For a more visual experience you can watch the whole tutorial here:
Before we start, if you are new to DaVinci Resolve then you can check out our ‘Getting Started with DaVinci Resolve’ article here.
Whether you are starting out as a Videographer or are a seasoned shooter/editor, colour correcting your footage is a must-have skill.
Unless you are on a multi-million dollar film shoot or have a dedicated (and paid) team of professionals to control the lighting, cameras and colour then it’s highly likely that at least some of the shots from your recent shoot or the rushes you’ve been sent by your client don’t look the way that you or they intended.
We’re going to show you the basic correction tools within Da Vinci Resolve to get your footage back to how you intended it to be.
For this tutorial we are going to assume that or your client have shot in a flat colour profile, be that S-log, C-log or even RAW. The reason we assume this is because it is much more difficult to adjust/correct footage that already has colour information baked into the image. Flat footage gives you the widest dynamic range to work with in post as all of the colour information is there for you to work with.
When you’re working with compressed DSLR footage and that footage already has a grade naked in from the camera itself then you have very little dynamic range to work with and any correction you do to the footage will likely start to introduce artefacts, tearing or banding.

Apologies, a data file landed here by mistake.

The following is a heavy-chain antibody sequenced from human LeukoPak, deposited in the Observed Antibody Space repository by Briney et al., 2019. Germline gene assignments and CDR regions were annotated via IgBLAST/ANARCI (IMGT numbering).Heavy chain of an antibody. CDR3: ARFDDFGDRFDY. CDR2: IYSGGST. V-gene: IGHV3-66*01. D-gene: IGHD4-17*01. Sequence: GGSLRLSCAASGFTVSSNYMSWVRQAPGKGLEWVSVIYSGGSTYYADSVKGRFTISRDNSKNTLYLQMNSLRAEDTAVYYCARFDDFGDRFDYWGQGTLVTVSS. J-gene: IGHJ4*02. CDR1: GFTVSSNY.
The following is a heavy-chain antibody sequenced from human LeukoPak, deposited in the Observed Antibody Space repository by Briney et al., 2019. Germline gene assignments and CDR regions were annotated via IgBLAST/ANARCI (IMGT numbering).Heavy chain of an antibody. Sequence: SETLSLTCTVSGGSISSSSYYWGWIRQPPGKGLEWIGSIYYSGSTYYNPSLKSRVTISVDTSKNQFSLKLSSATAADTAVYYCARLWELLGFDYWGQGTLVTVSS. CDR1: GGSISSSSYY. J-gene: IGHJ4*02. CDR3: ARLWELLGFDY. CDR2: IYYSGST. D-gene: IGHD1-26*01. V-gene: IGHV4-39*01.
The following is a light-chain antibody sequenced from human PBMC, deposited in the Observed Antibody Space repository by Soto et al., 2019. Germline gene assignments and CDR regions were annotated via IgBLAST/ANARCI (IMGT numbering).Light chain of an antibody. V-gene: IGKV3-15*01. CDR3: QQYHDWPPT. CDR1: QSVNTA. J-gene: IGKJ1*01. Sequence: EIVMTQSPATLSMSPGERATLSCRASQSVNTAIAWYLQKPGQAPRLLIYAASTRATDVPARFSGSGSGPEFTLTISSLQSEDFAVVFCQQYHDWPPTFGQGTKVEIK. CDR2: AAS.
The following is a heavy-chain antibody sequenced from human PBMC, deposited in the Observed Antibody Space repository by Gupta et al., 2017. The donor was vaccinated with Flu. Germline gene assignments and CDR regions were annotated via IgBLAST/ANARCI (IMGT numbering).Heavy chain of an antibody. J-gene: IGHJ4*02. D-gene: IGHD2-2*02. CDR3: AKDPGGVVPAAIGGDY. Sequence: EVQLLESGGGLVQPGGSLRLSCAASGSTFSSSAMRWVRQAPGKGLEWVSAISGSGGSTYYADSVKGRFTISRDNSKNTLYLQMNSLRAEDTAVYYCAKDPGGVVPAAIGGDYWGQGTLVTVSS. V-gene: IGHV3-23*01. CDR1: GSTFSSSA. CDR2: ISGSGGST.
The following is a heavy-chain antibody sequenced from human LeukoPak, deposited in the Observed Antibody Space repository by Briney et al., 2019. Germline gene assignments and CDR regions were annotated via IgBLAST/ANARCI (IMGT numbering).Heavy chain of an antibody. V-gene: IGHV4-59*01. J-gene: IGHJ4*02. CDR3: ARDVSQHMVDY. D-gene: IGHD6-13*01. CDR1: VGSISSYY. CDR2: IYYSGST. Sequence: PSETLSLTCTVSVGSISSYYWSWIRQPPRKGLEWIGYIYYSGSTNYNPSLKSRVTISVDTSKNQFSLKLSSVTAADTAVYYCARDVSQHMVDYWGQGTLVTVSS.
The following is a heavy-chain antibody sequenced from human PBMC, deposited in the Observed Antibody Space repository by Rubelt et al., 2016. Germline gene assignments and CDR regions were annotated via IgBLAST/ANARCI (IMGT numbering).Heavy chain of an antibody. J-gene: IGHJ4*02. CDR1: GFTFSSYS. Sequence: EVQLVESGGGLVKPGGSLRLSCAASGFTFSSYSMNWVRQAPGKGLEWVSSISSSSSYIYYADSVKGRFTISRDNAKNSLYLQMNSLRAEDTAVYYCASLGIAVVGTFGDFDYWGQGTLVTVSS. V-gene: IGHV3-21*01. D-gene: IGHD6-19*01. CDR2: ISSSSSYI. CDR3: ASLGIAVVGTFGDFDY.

This brings us on to bit depth and dates rate at which your footage was recorded. The higher quality codec, bit depth and data rate you record at the more room your have to work in post. This does obviously mean that you will use more storage.
For example on our BlackMagicDesign URSA Mini Pro 4.6K cameras we always aim to shoot no lower than ProRes 422 in the film colour space (you can read our review of these cameras here). This gives us high enough quality media to work with in post, preserving detail where we need it but it doesn’t eat through our capture cards as quickly as HQ or RAW would. We can also use the ProRes media as an intermediate in post without any transcoding. ProRes works brilliantly with NLE’s and grading software as an editing format and you would likely be transcoding your AVCHD, MP4 or even MXF files to ProRes to edit with anyway.
Note. BlackMagicDesign have released their own semi-RAW codec called BlackMagic RAW. We will be releasing a review on it soon.
What do you mean when you say ‘correcting’?
The terms colour correction and colour grading are often used interchangeably however, they are two very different things. Colour correction is exactly as it sounds – it’s a correction. Colour grading is the art of applying selective colours, contrast, exposure, saturation, sharpness and vibrance values to an image to change how its represented.
Correcting footage is important as it brings our footage back to a neutral playing field and can match two or more cameras from a shoot with different lenses. From this base point you can start to add your artistic look with a colour grade.
‘I’ve heard of scopes before, what are they and why do I need to use them?’
Scopes give us all sorts of information that cannot be seen with the naked eye in the image in front of us. They can tell us the exposure levels of certain points of our image. they can tell us how much of a certain colour is represented at a certain point in our image. They can tell us the hue and they can saturation of an image.
For this tutorial we are going to be using the waveform monitor:
The waveform monitor represents the luma and RGB colour values within your image. Each white/black value and colour is shown on the x axis and the intensity on the y axis.